Component engineering is one example. Some electronic components have short lifecycles. Choosing an EMS partner with experience in developing solutions to the problem of electronic component obsolescence is of immense value to OEMs. They can pro-actively propose alternate components or design solutions so that the production and service can still be supported for many years. Outsourcing partners with comprehensive design and sustaining engineering services allow an OEM to leverage those capabilities and convert an internal fixed cost to a variable cost.  OEMs can leverage the partner to provide these services as needed rather than maintaining the overhead to support these capabilities themselves.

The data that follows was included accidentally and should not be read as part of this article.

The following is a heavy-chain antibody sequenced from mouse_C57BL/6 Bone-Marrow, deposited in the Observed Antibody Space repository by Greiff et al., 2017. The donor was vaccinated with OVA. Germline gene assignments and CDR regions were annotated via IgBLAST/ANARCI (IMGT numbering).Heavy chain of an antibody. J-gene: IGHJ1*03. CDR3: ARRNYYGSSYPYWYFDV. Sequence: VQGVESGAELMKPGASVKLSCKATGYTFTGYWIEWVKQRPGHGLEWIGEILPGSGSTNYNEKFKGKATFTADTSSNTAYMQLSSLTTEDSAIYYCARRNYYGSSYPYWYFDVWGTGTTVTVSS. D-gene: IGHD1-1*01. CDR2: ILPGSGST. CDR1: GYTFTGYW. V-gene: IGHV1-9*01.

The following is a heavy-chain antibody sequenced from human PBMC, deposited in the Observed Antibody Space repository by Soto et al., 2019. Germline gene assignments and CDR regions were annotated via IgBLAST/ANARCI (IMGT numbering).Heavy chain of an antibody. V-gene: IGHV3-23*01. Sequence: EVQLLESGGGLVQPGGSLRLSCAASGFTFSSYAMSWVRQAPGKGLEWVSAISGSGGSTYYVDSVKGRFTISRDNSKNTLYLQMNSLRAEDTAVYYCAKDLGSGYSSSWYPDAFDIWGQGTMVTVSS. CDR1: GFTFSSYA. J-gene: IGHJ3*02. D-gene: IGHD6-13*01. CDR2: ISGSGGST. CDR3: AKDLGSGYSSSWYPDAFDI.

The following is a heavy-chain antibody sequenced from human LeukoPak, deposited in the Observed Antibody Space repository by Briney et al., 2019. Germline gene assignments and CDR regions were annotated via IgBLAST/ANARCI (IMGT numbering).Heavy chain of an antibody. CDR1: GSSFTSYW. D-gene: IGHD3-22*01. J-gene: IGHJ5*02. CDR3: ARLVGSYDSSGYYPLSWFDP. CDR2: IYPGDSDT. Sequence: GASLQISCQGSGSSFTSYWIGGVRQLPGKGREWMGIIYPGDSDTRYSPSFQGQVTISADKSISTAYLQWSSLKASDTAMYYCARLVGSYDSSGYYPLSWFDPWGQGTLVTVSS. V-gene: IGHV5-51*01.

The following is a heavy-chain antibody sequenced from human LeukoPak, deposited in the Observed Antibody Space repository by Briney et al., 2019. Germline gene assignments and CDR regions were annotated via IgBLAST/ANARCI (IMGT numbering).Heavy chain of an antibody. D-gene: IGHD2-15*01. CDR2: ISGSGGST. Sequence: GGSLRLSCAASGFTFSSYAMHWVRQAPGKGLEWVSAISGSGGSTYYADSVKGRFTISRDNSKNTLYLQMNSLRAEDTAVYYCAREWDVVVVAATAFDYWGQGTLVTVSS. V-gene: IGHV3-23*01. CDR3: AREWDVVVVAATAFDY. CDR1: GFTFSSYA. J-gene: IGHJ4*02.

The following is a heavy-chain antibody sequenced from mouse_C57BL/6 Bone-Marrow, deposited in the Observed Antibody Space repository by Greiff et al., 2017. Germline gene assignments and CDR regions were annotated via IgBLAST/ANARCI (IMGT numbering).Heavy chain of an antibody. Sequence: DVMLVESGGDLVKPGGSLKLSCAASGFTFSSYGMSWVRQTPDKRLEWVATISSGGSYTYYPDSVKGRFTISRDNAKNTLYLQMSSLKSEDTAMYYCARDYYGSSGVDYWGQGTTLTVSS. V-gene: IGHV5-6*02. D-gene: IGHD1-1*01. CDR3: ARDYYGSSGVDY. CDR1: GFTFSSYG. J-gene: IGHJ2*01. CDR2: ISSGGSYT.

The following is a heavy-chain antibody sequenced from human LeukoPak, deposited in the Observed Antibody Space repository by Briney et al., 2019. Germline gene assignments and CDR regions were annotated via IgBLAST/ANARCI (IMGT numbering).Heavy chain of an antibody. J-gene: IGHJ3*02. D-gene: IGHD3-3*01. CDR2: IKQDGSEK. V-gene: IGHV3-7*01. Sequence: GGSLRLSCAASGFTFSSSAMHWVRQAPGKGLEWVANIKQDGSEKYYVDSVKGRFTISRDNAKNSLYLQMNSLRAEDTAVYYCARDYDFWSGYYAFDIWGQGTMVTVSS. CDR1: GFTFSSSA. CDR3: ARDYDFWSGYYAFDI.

Select a partner with experience 

Don’t assume everyone has the same level of supply chain expertise with different products. Ask to see products made by your EMS partner which have a similar supply chain as the device you want to produce. Having an established supply chain in a given segment allows the company to react more quickly to design or forecast changes. It also allows them to fully understand the technical aspects of the components. Some of the components in the more complex products require additional engineering and technical expertise. Access to this expertise helps to ensure the reliability of the supply chain and the development of alternate sources or supply chain localisation.